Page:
Tom Brady’s football story is one of sheer willpower.
From a nearly forgotten sixth-round draft pick to the architect of one of the greatest sports dynasties ever, it’s been filled with trials and tribulations.
And on Tuesday, it was announced he will retire from the NFL at the age of 44.
Brady, widely considered to be the greatest quarterback of all time, has called time on his 22-year career, via a social media post.
Over the course of his legendary career, Brady has won seven Super Bowl rings; six with the New England Patriots and one with the Tampa Bay Buccaneers in his penultimate season in 2020/21.
In what turned out to be his final season as a player, Brady and the Bucs lost agonizingly to the Los Angeles Rams, despite mounting a spirited 24-point comeback, in the divisional round of the playoffs.
In an Instagram post a few days after the Bucs’ playoff exit, Brady was coy with his future, saying: “I understand that at this stage in my career, there is going to be interest in my future whenever a season ends, but this week, all that is on my mind is the gratitude I have for this team and the fans that have supported us all year long.
“This year has been incredibly rewarding personally and professionally and I am appreciative of everyone who worked their a** off to help our team achieve so much.”
But a few weeks later, he announced that he would be stepping away from the sport.
“I have always believed the sport of football is an ‘all-in’ proposition – if a 100% competitive commitment isn’t there, you won’t succeed, and success is what I love so much about our game,” he said.
“There is a physical, mental and emotional challenge EVERY single day that has allowed me to maximize my highest potential. And I have tried my very best these past 22 years. There are no shortcuts to success on the field or in life. This is difficult for me to write, but here it goes: I am not going to make that competitive commitment anymore.
“I have loved my NFL career, and now it is time to focus my time and energy on other things that require my attention. I’ve done a lot of reflecting the past week and have asked myself difficult questions. And I am so proud of what we have achieved.”
The ‘Comeback Kid’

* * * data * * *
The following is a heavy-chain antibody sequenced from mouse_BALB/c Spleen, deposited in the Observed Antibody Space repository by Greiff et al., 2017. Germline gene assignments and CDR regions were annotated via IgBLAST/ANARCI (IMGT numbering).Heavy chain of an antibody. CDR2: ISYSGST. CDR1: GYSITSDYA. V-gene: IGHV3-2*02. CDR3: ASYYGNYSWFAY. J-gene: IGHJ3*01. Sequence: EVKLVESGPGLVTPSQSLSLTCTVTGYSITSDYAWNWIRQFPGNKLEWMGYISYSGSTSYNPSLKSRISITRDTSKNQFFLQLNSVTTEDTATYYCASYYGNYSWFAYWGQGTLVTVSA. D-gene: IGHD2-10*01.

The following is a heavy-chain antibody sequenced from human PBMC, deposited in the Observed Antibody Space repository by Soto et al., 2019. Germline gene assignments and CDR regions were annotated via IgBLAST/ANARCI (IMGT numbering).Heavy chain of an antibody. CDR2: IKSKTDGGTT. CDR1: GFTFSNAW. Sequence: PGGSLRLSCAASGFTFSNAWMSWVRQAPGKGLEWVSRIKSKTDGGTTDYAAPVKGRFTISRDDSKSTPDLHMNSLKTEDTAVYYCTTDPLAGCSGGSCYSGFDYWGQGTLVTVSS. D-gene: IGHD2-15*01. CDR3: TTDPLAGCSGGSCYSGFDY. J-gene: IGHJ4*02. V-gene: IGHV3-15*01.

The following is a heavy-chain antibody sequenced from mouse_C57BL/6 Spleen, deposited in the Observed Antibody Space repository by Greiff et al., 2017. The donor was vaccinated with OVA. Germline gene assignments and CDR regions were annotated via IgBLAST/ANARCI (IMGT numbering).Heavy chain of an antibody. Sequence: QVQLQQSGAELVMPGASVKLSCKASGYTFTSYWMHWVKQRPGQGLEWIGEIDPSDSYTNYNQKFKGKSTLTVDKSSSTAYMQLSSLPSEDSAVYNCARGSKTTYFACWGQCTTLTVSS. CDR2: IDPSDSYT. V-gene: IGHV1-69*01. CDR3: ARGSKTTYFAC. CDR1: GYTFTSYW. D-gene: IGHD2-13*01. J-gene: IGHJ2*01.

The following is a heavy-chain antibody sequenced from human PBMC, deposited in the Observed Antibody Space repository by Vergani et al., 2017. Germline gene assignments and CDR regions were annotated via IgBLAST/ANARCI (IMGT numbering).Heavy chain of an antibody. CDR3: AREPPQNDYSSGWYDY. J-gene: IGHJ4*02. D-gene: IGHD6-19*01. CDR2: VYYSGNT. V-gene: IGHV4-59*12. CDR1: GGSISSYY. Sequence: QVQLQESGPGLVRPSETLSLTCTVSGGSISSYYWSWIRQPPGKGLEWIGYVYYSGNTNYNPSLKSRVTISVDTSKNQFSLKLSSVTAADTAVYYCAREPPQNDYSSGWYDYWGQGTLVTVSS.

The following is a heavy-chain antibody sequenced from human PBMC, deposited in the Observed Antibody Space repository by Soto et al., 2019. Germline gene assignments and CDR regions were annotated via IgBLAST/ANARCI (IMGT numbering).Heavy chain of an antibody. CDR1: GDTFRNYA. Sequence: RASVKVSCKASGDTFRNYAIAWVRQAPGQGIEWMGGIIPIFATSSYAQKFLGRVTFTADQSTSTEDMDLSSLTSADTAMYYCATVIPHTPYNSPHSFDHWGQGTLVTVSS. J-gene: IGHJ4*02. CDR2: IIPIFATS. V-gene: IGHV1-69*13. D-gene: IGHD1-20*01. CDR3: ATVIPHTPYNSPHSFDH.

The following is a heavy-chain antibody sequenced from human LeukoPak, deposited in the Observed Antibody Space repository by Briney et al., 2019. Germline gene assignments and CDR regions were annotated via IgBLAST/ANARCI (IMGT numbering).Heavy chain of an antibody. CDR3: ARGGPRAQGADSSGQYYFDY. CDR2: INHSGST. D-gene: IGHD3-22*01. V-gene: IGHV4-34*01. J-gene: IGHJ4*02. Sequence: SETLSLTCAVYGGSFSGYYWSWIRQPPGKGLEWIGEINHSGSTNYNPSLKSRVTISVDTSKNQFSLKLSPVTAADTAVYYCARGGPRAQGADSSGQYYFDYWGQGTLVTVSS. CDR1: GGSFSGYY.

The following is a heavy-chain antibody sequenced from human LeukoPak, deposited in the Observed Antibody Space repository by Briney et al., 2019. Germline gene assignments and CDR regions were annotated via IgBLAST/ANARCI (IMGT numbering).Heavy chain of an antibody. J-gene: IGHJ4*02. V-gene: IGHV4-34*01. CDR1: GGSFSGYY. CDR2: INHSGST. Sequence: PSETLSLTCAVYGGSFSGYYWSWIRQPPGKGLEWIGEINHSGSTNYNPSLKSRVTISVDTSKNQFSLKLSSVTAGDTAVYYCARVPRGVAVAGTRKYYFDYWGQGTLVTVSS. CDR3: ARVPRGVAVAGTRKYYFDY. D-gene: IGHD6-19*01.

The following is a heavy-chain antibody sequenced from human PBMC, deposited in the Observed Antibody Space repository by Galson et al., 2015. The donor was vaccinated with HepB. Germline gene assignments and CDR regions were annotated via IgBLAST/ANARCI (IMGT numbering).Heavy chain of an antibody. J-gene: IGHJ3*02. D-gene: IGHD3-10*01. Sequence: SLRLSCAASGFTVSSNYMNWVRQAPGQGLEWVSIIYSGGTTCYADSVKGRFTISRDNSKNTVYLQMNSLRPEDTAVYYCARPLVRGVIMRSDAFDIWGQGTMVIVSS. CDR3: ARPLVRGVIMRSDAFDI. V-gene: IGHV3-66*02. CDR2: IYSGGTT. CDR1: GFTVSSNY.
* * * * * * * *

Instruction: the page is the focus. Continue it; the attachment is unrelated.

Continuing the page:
Brady’s story is one of determination and drive.
Born in California, Brady grew up a huge San Francisco 49ers fan as someone who regularly attended games at Candlestick Park.
In fact, as a four-year-old, a young Brady was in attendance for one of the most memorable moments in NFL history, when Joe Montana threw “The Catch” to Dwight Clark in the 1981 NFC Championship Game against the Dallas Cowboys.
A great high school baseball player too, he committed to the University of Michigan in 1995.
However, when he arrived in Michigan, it wasn’t plain sailing for Brady. He was nowhere near starting for the team, and such was his frustration, he sought out Greg Harden who was assistant athletic director at the school.
Brady remembers Harden used to tell him: “If you don’t believe in yourself, then why is anyone else going to believe in you?”
In 1998, he finally became the starting quarterback, setting new Wolverines records for most pass attempts and completions in a season.
The following season, despite sharing time with Drew Henson early in the season, he eventually won the job outright, earning himself the nickname “Comeback Kid” due to some – what would become trademark – late fight backs in games.
Despite posting a 20-5 record at Michigan in his time as a starter, as well as victories in the 1999 Citrus Bowl and the 2000 Orange Bowl, Brady wasn’t a highly sought-after prospect coming into the 2000 NFL Draft.
While he had attributes teams liked, there were others scouts deemed a knock against him. An iconic picture emerged, a rather unflattering photo taken in the months before the draft.
Despite the scouting reports, Brady and his family thought he might be taken between the first and third round.
But as the picks came in, Brady’s name wasn’t among them. “We were led to believe that he was going to be drafted, possibly second round, probably third round,” Tom Brady Sr. said in the ESPN documentary ‘The Brady 6.’ “They kept calling quarterback names, and we kept being stunned.
“We were very distraught. With each name, it was becoming worse and worse.”
Brady even recalls going for a walk with his parents, such were the levels of emotion going through him at the time.